People who regularly take selfies ‘overestimate their own attractiveness’

Selfie fans regularly overestimate their attractiveness in their photos, the study found

Excerpt from this article:

Posting a super-groomed selfie online could have the opposite effect to that intended, according to new research which found that selfie fans regularly overestimate their own attractiveness.

The study found that people who enjoy taking pictures of themselves rated themselves as more attractive than other people looking at their photos.

Observers also found selfie-takers less likeable as they appeared narcissistic, according to the researchers at the University of Toronto.

 

Two steps forward, one back

This article in The Economist offers a review of two new books, including “American Girls: Social Media and the Secret Lives of Teenagers.” by Nancy Jo Sales. Here is an excerpt:

For many girls, the constant seeking of “likes” and attention on social media can “feel like being a contestant in a never-ending beauty pageant”, writes Nancy Jo Sales in “American Girls”, a thoroughly researched if sprawling book. In this image-saturated environment, comments on girls’ photos tend to focus disproportionately on looks, bullying is common and anxieties about female rivals are rife. In interviews, girls complain of how hard it is to appear “hot” but not “slutty”, sexually confident but not “thirsty” (ie, desperate). That young women often aspire to be titillating should not be surprising given that the most successful female celebrities often present themselves as eye-candy for the male gaze. “Everybody wants to take a selfie as good as the Kardashians’,” says Maggie, a 13-year-old.

Such self-objectification comes at a cost. A review of studies from 12 industrialised countries found that adolescent girls around the world are increasingly depressed and anxious about their weight and appearance.

Teen Girls Flip The Negative Script On Social Media

The Benicia Compliments page sprang up on Instagram as a platform for girls attending Benicia High School to tag each other in positive social media posts.Excerpt from this article:

Last year, Caitlyn Clark, 16, who lives near San Francisco, saw an anonymous Instagram hate page about some girls she knows.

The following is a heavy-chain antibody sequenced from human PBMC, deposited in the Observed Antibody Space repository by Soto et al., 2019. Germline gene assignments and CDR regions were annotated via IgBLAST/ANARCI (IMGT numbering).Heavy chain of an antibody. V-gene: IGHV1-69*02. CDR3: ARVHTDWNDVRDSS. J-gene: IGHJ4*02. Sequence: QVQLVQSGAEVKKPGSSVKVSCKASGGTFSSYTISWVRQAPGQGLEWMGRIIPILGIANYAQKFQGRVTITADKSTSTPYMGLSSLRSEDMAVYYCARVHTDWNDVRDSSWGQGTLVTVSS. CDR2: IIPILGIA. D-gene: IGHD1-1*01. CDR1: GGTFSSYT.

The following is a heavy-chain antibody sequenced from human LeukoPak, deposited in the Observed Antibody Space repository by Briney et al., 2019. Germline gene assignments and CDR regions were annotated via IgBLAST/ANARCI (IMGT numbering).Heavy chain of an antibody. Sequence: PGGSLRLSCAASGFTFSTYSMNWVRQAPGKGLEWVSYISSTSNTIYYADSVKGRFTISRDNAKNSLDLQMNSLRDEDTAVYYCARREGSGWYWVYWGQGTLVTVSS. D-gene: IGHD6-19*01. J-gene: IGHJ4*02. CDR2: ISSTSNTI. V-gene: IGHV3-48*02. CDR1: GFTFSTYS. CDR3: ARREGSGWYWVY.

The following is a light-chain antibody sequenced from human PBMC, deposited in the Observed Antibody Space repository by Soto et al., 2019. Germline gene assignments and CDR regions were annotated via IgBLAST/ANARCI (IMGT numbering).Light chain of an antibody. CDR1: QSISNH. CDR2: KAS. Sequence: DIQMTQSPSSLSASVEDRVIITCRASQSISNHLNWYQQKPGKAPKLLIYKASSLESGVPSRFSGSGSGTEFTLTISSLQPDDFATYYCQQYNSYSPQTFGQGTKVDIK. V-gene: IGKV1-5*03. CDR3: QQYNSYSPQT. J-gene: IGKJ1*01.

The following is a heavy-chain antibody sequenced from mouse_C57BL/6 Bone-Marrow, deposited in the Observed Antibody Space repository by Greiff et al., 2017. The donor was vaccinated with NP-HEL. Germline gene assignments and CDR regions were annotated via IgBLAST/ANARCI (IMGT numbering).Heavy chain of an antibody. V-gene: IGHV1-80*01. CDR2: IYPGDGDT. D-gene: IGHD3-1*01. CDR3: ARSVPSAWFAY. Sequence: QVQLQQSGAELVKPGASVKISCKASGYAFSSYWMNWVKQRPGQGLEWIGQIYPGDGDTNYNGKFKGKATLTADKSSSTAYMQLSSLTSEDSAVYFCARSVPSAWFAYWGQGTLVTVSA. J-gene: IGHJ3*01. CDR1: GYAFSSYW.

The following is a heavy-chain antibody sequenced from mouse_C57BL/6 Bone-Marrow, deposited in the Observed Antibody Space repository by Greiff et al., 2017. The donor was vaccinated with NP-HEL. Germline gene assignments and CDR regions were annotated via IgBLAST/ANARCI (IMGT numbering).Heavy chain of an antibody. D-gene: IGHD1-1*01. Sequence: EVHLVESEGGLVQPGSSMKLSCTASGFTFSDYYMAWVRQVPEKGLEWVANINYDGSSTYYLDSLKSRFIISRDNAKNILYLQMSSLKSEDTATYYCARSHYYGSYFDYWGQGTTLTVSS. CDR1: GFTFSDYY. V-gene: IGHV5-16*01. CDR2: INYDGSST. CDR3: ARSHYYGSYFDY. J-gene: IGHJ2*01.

“It’s one of those things that just kind of appears like randomly, just out of nowhere. Someone will get tagged in a picture of themselves and the caption is just something really horrible,” she says.

That account disappeared after just a few pictures went up. In its place, girls at Caitlyn’s school created a different Instagram account. Open it, and there’s row after row of smiling selfies with comments like:

Sara is a great person with a loving personality.

I agree. Sara is so cute and nice. Can we have more people like you on this planet?

There’s also the trend of the “challenge” on social media. Usually, it’s something like, “How many mouthfuls of cinnamon can you swallow?” Increasingly, there are challenges designed to spread self-esteem, kind of like a modern-day chain letter.

On Facebook, for example, users are called on to post three confident selfies and to tag 10 people you feel should share their beauty with the world.

 

Me! Me! Me! Are we living through a narcissism epidemic?

It’s all about me …

Excerpt from this article:

The damage narcissism brings can be quite amorphous and ill-defined. “Much of our distress,” MacDonald notes, “comes from a sense of disconnection. We have a narcissistic society where self-promotion and individuality seem to be essential, yet in our hearts that’s not what we want. We want to be part of a community, we want to be supported when we’re struggling, we want a sense of belonging. Being extraordinary is not a necessary component to being loved.”